“I used some texts from the OB Rag because
a grassroots citizen-driven publication like that is
a testament to Ocean Beach’s spirit of freedom ….”
Shinpei Takeda, the artist who designed and produced the artistic and newly-constructed comfort station on the beach at the foot of Brighton Avenue, has come out and defended his use of quotes from the OB Rag. And in doing so, he calls for the beginning “of a dialogue” on “individual freedom of ideas, opinions and artist expressions.”
In a brand new post at sdnews.com – the online version of the Beacon – Takeda has responded to some accusations made recently by an OB man upset with some of the quotes, which was reported by the newspaper. The artist declares:
I am writing this as a response to an article that appeared in The Peninsula Beacon on Sept. 20, with a hope that this is a beginning of a dialogue so that we can communicate while respecting each other’s individual freedom of ideas, opinions and artist expressions.
Takeda says he holds this belief very strongly – as he prepares to depart for an exhibit in Beijing, China, “where”, he says, “artworks are sometimes censored and banned from public view.” In his statement, he says he wants to “clarify” important elements of his artwork on the ceiling of the new public restroom. He says:
I did not make the artwork to write an accurate or general history of Ocean Beach, nor to commemorate the 125-year anniversary of Ocean Beach. I am not equipped to write an accurate history of Ocean Beach, nor do I deserve to do so just having lived there for five years of my life.
On another point, Takeda says he never intended “to hurt nor to offend anyone,” and continued that he ” always believed in art’s capacity to start a dialogue and heal rather than hurting people.”
Takeda’s defense of his ceiling artwork reached a peak with these words:
In my work, I utilized words and texts to describe some of the things that I felt were important. I used some texts (not all) from the OB Rag because a grassroots citizen-driven publication like that is a testament to Ocean Beach’s spirit of freedom, not because I agree with what they say, their views and their accuracy.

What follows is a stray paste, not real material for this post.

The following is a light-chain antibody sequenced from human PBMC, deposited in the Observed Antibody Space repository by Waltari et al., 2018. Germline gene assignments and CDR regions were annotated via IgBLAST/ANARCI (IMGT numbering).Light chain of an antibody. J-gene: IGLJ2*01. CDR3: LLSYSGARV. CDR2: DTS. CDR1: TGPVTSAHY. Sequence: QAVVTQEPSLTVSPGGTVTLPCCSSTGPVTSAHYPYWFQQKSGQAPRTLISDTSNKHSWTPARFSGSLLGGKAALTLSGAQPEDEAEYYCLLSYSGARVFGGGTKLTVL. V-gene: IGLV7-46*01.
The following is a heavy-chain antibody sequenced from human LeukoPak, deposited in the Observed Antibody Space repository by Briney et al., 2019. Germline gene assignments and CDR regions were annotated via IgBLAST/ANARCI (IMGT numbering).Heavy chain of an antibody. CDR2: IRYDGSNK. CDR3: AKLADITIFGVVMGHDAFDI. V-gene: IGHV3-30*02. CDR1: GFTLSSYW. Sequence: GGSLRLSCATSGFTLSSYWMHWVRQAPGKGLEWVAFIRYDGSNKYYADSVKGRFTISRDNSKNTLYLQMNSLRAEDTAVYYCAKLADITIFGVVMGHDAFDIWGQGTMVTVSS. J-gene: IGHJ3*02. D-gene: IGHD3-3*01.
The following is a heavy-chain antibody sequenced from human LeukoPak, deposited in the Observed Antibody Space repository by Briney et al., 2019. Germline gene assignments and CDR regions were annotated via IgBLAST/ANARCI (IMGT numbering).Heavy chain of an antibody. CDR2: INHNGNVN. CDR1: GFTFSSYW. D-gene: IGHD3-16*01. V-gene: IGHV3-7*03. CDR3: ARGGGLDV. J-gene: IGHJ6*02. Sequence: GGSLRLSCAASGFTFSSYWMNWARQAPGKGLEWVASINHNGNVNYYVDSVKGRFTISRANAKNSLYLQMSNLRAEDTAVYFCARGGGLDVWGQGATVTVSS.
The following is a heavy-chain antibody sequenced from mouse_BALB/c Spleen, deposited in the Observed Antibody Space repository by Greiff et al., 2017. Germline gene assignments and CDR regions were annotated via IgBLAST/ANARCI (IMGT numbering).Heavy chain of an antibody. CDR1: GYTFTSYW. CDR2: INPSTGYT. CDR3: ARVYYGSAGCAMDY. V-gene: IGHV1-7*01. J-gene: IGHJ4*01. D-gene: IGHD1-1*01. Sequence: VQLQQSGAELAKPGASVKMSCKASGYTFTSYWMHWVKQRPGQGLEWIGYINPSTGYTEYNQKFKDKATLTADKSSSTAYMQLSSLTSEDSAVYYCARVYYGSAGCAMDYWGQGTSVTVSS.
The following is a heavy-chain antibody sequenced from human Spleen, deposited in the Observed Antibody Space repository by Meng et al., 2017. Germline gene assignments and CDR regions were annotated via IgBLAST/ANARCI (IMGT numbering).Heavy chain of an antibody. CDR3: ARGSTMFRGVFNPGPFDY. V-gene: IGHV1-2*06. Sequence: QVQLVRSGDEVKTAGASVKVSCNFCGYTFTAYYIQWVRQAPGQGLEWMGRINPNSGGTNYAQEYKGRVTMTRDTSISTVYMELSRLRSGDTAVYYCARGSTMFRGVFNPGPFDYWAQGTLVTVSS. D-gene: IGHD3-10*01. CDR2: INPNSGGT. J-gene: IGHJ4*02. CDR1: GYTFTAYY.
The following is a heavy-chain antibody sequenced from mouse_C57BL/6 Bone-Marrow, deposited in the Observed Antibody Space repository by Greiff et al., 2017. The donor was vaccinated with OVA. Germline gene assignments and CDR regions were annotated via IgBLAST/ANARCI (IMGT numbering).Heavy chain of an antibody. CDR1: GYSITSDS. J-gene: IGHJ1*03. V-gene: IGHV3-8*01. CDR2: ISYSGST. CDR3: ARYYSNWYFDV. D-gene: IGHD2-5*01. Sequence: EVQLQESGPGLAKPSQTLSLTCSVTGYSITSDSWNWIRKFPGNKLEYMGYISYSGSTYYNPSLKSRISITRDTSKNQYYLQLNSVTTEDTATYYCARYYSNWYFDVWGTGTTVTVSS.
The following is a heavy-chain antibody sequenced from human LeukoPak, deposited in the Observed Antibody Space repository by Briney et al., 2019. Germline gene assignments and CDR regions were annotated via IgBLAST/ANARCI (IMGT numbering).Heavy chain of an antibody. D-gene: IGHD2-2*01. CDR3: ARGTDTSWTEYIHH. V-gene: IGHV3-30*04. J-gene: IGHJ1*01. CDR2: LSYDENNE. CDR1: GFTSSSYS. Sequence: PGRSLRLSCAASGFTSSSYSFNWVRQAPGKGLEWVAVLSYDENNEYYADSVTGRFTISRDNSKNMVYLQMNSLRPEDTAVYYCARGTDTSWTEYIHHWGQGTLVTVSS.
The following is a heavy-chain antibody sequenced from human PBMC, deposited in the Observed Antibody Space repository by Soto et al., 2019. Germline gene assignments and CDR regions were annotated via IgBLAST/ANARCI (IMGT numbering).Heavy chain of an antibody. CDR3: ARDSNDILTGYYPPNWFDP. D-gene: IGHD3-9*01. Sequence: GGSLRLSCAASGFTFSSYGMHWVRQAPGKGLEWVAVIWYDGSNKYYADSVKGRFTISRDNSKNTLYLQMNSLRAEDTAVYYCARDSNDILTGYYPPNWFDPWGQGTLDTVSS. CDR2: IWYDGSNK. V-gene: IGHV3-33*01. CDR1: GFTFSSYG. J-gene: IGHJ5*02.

The artist wants it to be known that he didn’t actually quote articles from the OB Rag, but instead:
“… used these texts as a pool of vocabularies and defragmented them in ripple shapes so that they intersect with the vocabularies from the writers whose name appear on the Ocean Beach’s streets.
I felt that these mixes of vocabularies of past and present create new meanings and new interpretation, and perhaps a new proposal for the future.
Takeda hopes the restroom and the artwork will last a long time, so when it’s looked at in 2 or 3 decades from now, people will “remember the most random and beautiful moments as well as some difficult moments of Ocean Beach.”
He goes on to explain that when he lived in OB, he “was extremely sad about incidents involving shootings,” and that he was not blaming anyone, but “wanted to share [his] feeling … that these things had to happen.” And he feels “strongly that the only way these things do not happen again is by not forgetting them.”
Takeda sees art as “a perfect platform to talk and think about these difficult and sometimes painful memories.”
He ends his statement by saying that it was a great honor to work on the artwork as OB is such an important place for him. “After all,” he said:
“I learned and put into practice the Obecean spirit of freedom when I was living nine houses away from the bathroom on Brighton Avenue. From the living room of this apartment, I co-founded The AJA Project, a nonprofit that works with refugee children using photography which 12 years later is still thriving as one of the most innovative social organization in San Diego.”
Here, at the OB Rag, Shinpei Takeda’s words moved us so much that we had to publicize them, even though we had not up to now responded to the accusations that the OB Rag quotes used were somehow ‘not OB-enough’.
Jeff Russell, the OB resident who has taken his complaints about the “quotes” to the OB Town Council – which to their credit pretty much ignored him and cut him off – and now to the OB Planning Board, appears to be leading a one-man campaign against the artwork.
We say to Jeff, “dude, there are so many other more important problems in this village and city than to get upset about an art design that was vetted over two years ago by the OB Planning Board. Plus, you’re not correct – some of the fragments used by the artist do reflect a part of OB’s history that needs some sunlight. And what if people come to the OB Rag out of curiosity – we have many, many articles on the history of Ocean Beach. Plus, members of our staff couldn’t even find the quotes when we first looked. So, we say to you, Jeff, you are making ‘much ado about nothing’.